Extremely young metasomatism of the subcontinental lithospheric mantle

Simon Turner, Michael Turner, Bernard Bourdon, Kari Cooper, Don Porcelli

    Research output: Contribution to journalArticlepeer-review

    Abstract

    It has long been inferred that mantle metasomatism and the incompatible element enrichment of the continents both require movement of melts formed by very low degree melting of the mantle. Yet establishing the presence of these melts and whether this process is on-going and continuous, or spatially and temporally restricted, has proved difficult. Here we report large U-Th-Ra disequilibria in metasomatised, mantle xenoliths erupted in very young lavas from the Newer Volcanics Province in southeastern Australia. The 226Ra-230Th disequilibria appear to require reappraisal of previous estimates for the age of eruption that now seems unlikely to be more than a few kyr at most. We propose that infiltration of carbonatitic melts/fluids, combined with crystallization of pargasite, can account for the first order U-series disequilibria observations. Irrespective of the exact details of the complex processes responsible, the half-lives of the nuclides require that some of the chemical and isotopic disturbance was extremely young (« 8 kyr) and potentially on-going at the time of incorporation into the alkali basalts that transported the xenoliths to the surface. This provides evidence for the presence and possibly continuing migration of small melt fractions (~0.02%) in the upper convecting mantle that may contribute to the seismic low velocity zone. By implication, it appears that the asthenosphere must lie close to its solidus, at least in this region. Pressure-temperature estimates indicate that the small degree melts identified could infiltrate as far as 25 km upwards into the sub-continental lithospheric mantle leading to strong incompatible element enrichment and the recent timing of this event this urges a reappraisal of the meaning of 300–500 Ma Nd model ages in mantle xenoliths from this region. In principle, the resultant metasomatised mantle could provide a component for some ocean island basalts, should the sub-continental lithospheric mantle be returned to the asthenosphere by convective removal at some later time.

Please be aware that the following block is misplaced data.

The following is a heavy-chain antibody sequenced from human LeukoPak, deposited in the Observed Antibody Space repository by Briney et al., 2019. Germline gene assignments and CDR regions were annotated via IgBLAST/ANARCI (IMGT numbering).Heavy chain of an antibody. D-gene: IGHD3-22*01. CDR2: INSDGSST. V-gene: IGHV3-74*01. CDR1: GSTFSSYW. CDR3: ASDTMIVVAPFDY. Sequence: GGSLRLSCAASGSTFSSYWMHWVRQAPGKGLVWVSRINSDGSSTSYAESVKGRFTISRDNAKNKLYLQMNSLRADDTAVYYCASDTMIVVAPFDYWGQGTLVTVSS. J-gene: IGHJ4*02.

Original languageEnglish
    JournalPhysics of the Earth and Planetary Interiors
    DOIs
    Publication statusAccepted/In press - 23 Oct 2019

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